1

When we declare a member variable static, it is shared between all instances of the class. I've heard that you should think of the variable belonging to the class itself, not any instance. This lets us initialize the variable without instantiating any object of the class, which makes sense.

class Something
{
  public:
    static int s_nValue;
};

int Something::s_nValue = 1;

But why are we allowed to initialize a private static member?

class Something
{
   private:
      static int s_nValue;
};

int Something::s_nValue = 1;

Does private even mean anything when we are talking about static members?

  • You are able to initialize the private static member this way because it's how the language says to define private static members. If you are using c++11 you can use inline member initialization for types that are static, const and of integral type. – Elegant Codeworks Jul 11 '14 at 22:11
  • 1
    @snowandotherjoys, Or constexpr literal types, but note that it's still not a definition; you still need a definition for it if it is ODR-used. – chris Jul 11 '14 at 22:14
6

Yes, it does mean something. Consider the following example, which throws a compiler error, because the member is private. Being able to initialize a private variable is not the same as being able to change it from any context.

class Something
{
  private:
    static int s_nValue;
};

int Something::s_nValue = 1;

int main(){
    Something::s_nValue = 2; // Compiler error here.
}
  • 1
    And in addition to not being allowed to change it in your main function, we are not allowed to read it, right? – Q-bertsuit Jul 11 '14 at 22:18
  • 1
    @Q-bertsuit, Correct, you cannot read it either. – merlin2011 Jul 11 '14 at 22:18
2

Private still means the same thing: you cannot use the name Something::s_nValue except in the definition of a member of Something (or a friend, or a nested class within Something).

int Something::s_nValue = 1;

is the definition of a member of Something - namely, that static member s_nValue.

int Something::another_static_val = s_nValue;  // also okay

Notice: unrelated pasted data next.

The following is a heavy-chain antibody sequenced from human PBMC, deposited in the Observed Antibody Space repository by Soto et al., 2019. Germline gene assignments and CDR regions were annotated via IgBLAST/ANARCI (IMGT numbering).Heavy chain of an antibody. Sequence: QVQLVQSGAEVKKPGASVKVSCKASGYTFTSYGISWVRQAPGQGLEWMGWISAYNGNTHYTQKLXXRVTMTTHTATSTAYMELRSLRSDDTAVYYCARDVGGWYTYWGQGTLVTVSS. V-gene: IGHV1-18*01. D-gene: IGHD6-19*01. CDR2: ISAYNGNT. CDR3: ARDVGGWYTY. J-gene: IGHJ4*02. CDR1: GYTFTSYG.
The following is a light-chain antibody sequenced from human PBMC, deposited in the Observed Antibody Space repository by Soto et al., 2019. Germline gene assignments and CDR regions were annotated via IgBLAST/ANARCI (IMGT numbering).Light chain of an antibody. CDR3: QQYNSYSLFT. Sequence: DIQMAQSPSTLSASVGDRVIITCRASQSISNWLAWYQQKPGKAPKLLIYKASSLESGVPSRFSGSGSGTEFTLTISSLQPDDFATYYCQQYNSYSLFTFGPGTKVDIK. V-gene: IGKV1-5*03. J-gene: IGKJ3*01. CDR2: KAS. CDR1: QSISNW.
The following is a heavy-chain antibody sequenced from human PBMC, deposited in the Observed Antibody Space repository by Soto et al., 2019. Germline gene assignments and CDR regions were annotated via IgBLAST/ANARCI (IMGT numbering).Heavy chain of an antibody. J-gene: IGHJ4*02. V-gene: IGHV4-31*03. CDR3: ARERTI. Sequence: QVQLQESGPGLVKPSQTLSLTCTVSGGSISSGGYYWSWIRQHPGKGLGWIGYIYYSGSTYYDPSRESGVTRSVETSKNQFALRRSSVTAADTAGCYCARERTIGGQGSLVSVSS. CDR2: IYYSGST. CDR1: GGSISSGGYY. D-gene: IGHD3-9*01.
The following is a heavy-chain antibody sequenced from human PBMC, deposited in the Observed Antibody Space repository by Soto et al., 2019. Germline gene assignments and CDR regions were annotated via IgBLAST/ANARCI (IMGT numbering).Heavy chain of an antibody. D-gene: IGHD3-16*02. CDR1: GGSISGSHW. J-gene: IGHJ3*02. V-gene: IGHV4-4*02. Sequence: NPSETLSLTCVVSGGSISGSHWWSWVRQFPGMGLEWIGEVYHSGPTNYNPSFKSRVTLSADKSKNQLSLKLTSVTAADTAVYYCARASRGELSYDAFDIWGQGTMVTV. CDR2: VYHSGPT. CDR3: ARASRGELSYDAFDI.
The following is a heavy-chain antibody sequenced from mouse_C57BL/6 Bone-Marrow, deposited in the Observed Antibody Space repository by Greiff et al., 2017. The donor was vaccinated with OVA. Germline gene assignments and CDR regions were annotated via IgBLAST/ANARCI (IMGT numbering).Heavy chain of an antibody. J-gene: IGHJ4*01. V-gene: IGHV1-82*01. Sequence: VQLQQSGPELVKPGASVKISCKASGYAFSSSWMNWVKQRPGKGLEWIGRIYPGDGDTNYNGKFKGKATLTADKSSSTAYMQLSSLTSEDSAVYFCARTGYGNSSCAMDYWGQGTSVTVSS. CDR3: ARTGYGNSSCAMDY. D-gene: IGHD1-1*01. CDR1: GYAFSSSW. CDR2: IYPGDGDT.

int OtherClass::x = Something::s_nValue;       // Illegal access!

int Something::getValue() const {
    return s_nValue;                // okay, getValue is a member of same class
}

int regularFunction() {
    return Something::s_nValue;     // Illegal access!
}
  • The line "int OtherClass::x = Something::s_nValue;" made it more clear for me. I think it's just the fact that we can set a private class member outside it's curly brackets that doesn't sit right with me. Thanks! – Q-bertsuit Jul 11 '14 at 22:15
1

Does private even mean anything when we are talking about static members?

I'll try to answer with a classic example. Consider the following piece of code:

#include <iostream>

class foo {
  static int count;
  int id;
public:
  foo() : id(++count) {}
  int getid() const { return id; }
};

int foo::count = 0;

int main() {
  foo f1, f2, f3;

  std::cout << f1.getid() << std::endl;
  std::cout << f2.getid() << std::endl;
  std::cout << f3.getid() << std::endl;
}

LIVE DEMO

In the example above we use a private static int to count the instances of foo created. We made the count static member variable private because we don't want anyone else except object of type foo to mess with it.

And this is only a naive example, think of the possibilities.

0

Public, private and protected are properties of a class and not of an object. Their purpose is to let you specify which parts of this class are visible to other classes, and not to hide stuff from objects of the same class. So, you can write code like this :

class A
{
public:
bool operator<(const A& other)
{
return this->val < other.val;
}
private:
int val;
};

So, private makes sense even when applied to static members - it just says that other classes cannot see this member.

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